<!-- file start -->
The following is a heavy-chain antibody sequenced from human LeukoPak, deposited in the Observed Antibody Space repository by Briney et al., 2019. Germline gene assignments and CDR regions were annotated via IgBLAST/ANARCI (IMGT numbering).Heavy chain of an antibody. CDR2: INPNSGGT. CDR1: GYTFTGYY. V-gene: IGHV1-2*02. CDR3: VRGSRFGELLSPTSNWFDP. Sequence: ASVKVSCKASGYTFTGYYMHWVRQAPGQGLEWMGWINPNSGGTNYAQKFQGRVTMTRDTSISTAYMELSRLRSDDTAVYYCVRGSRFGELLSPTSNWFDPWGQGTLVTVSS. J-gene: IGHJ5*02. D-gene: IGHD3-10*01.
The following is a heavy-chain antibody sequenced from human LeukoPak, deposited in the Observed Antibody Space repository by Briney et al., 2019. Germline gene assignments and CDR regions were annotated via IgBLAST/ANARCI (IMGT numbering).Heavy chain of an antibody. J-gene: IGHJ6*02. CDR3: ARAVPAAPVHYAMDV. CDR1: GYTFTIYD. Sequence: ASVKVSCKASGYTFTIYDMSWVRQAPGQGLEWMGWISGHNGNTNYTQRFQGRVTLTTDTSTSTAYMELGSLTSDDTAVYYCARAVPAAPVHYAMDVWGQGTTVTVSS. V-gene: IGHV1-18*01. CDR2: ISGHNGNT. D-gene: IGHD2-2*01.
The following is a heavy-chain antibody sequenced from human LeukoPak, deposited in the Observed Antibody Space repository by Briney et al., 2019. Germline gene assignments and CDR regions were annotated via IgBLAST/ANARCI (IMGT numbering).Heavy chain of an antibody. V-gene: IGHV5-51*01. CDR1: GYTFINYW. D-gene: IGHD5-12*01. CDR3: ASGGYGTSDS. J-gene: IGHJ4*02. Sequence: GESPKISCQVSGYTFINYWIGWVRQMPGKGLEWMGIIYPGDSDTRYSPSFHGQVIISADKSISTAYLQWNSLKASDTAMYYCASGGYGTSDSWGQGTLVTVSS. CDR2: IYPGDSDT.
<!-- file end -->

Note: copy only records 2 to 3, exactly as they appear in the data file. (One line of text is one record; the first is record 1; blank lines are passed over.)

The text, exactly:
The following is a heavy-chain antibody sequenced from human LeukoPak, deposited in the Observed Antibody Space repository by Briney et al., 2019. Germline gene assignments and CDR regions were annotated via IgBLAST/ANARCI (IMGT numbering).Heavy chain of an antibody. J-gene: IGHJ6*02. CDR3: ARAVPAAPVHYAMDV. CDR1: GYTFTIYD. Sequence: ASVKVSCKASGYTFTIYDMSWVRQAPGQGLEWMGWISGHNGNTNYTQRFQGRVTLTTDTSTSTAYMELGSLTSDDTAVYYCARAVPAAPVHYAMDVWGQGTTVTVSS. V-gene: IGHV1-18*01. CDR2: ISGHNGNT. D-gene: IGHD2-2*01.
The following is a heavy-chain antibody sequenced from human LeukoPak, deposited in the Observed Antibody Space repository by Briney et al., 2019. Germline gene assignments and CDR regions were annotated via IgBLAST/ANARCI (IMGT numbering).Heavy chain of an antibody. V-gene: IGHV5-51*01. CDR1: GYTFINYW. D-gene: IGHD5-12*01. CDR3: ASGGYGTSDS. J-gene: IGHJ4*02. Sequence: GESPKISCQVSGYTFINYWIGWVRQMPGKGLEWMGIIYPGDSDTRYSPSFHGQVIISADKSISTAYLQWNSLKASDTAMYYCASGGYGTSDSWGQGTLVTVSS. CDR2: IYPGDSDT.